I was a teenager in 1990s suburban Detroit, possibly the first human able/willing to “sing” along to the entire dial-up modem handshake “song” when connecting to America Online. My eyes were opening up to the World Wide Web at the same time they were opening up to the world in general; I’ve felt naturally at home on a computer ever since. I was a 15-year-old volunteer helping run a game on AOL, with coworkers my age or in their 50s, hailing from Hawaii to London to Germany to Australia. This was magic to me; I loved the landscape, and wanted to help flesh it out with my own creations.
Thus, halfway through high school, I knew I wanted to go into computer science. How lucky to feel so sure so early! There were just two tiny problems: 1) I didn’t actually know what computer science was, and 2) there wasn’t a lot of opportunity for me to find out.
I knew I was enamored with Sandra Bullock ordering pizza online in The Net, and Alicia Silverstone diverting Mr. Freeze’s satellites in Batman and Robin, but I had never actually programmed anything myself, and couldn’t envision myself doing it. Meanwhile, my high school didn’t really offer serious programming classes, and made it impossible for me to fit those into my schedule with the other courses I was required to take in addition to my college prep schedule. If AP Computer Science had been a possibility, I’d have leapt at that opportunity and probably thrived. I didn’t even know AP Computer Science was a thing until my senior year, at which point I tried to take it as a correspondence course—but it was too expensive. I ended up taking night classes at a community college to cobble together /some/ experience before college.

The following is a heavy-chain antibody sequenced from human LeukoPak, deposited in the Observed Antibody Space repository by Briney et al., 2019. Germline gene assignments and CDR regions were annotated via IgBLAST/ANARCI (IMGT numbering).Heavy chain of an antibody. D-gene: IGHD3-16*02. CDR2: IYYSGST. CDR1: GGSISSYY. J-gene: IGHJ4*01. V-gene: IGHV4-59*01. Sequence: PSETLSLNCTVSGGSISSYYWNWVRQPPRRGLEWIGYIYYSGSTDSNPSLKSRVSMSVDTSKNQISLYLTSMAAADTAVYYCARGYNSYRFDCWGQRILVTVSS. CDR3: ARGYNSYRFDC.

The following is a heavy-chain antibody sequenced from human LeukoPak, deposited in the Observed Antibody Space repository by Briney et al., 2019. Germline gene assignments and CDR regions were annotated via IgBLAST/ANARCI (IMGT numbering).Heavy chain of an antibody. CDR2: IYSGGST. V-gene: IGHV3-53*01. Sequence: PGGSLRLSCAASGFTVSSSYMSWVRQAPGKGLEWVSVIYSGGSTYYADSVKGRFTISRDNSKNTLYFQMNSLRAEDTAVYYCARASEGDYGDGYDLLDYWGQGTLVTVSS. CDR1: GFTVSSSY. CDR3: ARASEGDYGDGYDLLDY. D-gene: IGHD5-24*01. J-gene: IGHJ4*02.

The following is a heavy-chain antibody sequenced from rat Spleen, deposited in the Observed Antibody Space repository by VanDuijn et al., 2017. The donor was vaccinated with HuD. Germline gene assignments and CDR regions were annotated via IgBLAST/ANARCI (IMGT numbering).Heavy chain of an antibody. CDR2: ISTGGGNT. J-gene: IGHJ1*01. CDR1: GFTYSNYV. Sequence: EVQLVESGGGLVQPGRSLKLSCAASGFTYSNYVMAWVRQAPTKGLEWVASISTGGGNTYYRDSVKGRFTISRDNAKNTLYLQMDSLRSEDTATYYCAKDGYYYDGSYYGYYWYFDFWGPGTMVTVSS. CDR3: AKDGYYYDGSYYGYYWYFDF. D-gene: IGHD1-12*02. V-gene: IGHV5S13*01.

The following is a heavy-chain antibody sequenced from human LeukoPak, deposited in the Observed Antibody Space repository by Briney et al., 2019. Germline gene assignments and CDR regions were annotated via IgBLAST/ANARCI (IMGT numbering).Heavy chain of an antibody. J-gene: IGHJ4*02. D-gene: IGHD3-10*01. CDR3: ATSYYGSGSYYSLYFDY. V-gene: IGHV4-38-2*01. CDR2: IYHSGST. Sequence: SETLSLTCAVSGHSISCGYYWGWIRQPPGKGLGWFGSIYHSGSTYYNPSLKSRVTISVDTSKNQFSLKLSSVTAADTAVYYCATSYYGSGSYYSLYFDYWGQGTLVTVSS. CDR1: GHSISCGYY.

As a result, my first year of college was tougher than it should have been. It seemed like everyone had been programming since middle school; I felt out of my league. I had enough natural aptitude to fight through and do well, but two things were clear to me even as a college freshman. First, I could have done so much more with a better head start. And second, I was a middle-class white male who’d had my own computer as a teenager … I did have a head start!
This is why TEALS is so important to me. I’m in a position to give computer science exposure to kids who wouldn’t otherwise have it. To kids who need that exposure far more than I did.
Jim Steinberger is a Software Architect at DonorsChoose.org. He teaches Computer Science at The Young Women’s Leadership School of Brooklyn, and has taught previously at the East-West School of International Studies, as part of the Microsoft TEALS program. With a M.S. in Computer Science from the University of Michigan, and a firm yet eyes-wide-open belief in public education, Jim has been working toward a fruitful marriage between career and passion. His involvement with TEALS has been a strong complement to his work at DonorsChoose.org, an online charity connecting citizen donors to public school classrooms in need.